There is much to see of New York City outside my single window. The Empire Hotel sits adjacent to Central Park, and from my vantage point I can see part of the legendarily exclusive and difficult school called Julliard. Casting a shadow over the passerby is Dante Alighieri, who stands immortally cast in dark metal, unblinkingly watching this circle of Earth. Further still, a golden saint proclaims for the Church of Latter Day Saints from atop a spire.
A tiger print armchair sits in front of our comfortably firm bed, and it’s there I listen to the sound of the city: the high pitched squeak of car brakes; the low rumble of a garbage truck; horns, some quick and others sustained, assert their insistence of an ever quickening pace. New York is a fast city, with the pulse of a great river funneled by networks of old stone; a far cry from the leisurely nature of Portland. Unlike the Rose city, there don’t seem to be enough hours in a day for this concrete jungle, nor minutes in an hour. There is always movement, always another horn, someone is always awake. From my short time here I’ve experienced three kinds of people. The first are those always in a rush, power walking across streets even as the little red blinking hand demands they halt. I’m reminded of Italy, where in order to avert being struck, you must omit a certain air of confidence as you stride in front of taxi’s traveling at 30+ mph.
The second are those who take a more casual pace; older New Yorkers who’ve seen it all and need not hurry. As I stand at a crosswalk, I witness two old women with an over abundance of make up be shouldered past by a woman in her mid 30’s as she crosses (again, despite that well-meaning blinking red hand). “Did you see that woman?!” They exclaim, appalled by such behavior. She doesn’t look back.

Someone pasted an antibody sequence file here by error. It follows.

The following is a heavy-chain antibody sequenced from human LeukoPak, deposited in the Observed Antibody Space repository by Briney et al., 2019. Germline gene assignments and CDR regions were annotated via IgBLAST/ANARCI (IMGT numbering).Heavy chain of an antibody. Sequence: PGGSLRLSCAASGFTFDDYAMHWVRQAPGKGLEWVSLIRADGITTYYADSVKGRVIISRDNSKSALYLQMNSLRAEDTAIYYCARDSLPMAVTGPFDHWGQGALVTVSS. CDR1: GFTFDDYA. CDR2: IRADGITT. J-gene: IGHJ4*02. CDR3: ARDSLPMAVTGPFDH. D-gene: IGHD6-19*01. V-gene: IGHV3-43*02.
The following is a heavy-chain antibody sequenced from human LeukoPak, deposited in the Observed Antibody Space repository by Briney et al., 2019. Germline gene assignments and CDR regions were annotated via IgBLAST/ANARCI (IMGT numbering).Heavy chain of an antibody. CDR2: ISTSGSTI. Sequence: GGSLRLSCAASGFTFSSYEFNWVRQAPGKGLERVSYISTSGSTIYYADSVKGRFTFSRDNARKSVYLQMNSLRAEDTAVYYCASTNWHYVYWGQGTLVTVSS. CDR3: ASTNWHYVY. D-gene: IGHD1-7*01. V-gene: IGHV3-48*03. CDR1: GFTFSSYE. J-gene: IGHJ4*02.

Third are the tourists, who (and I’m guilty of this as well), are easy to spot — we all can’t help but crank our heads as far up as they’ll go, walking with naive unawareness to our surroundings. They stop in the middle of a stream of people moving with the current like salmon up a river to snap photos of the skyscrapers with their iPhones. Everyone is taking selfies. A group of Asians stand in Times Square, hands raised with peace signs fully extended, as if to justify the obstruction they’re causing to everyone around them. I force my neck down to a more reasonable and comfortable position, preferring to blend in than mark myself by sheer posture. But dammit, I’m going to far. Now I’m looking at the ground and can’t help but study it as I walk. Everything is concrete and asphalt, but there’s a skin covering it of grime, discarded trash, pamphlets to D-List comedy shows and strip clubs, and the infinitely varied droppings of people. A still burning cigarette, a well-worn penny, a child’s doll.
This observation is an incomplete one, I admit. I’m only here six days, and have barely covered a small fraction of this great city. Times Square is as bright and overwhelming as they all say; night turns to day as those enormous billboard ad’s, animated and ever changing, flash all the possibilities of the world and hoping to inspire specific thoughts. God I could use a Coke. Huh, I never really liked American Eagle but I like that. Hershey’s World? Yes please, I need chocolate. I enter and spend $20. It’s worth it, I tell myself, for the things I can only get here! Macadamia nut kisses and Reese’s peanut butter spread. Delicious. Screw my diet, I’m on vacation. Then the guilt: I shouldn’t be spending this much money even though I’m here. It’s Josh’s childlike unawareness of what Ray Ban’s are, despite my pointing out the ad which I’m admiring, that inspires hope in me for humanity once more. I’m under constant bombardment, mind, body, and soul. My senses heightened by the adrenaline of new sights and smells, like a cat venturing into an unknown territory, wide eyed and alert. I am also on the hunt, searching for a meal that I won’t soon forget.
One night, I find it.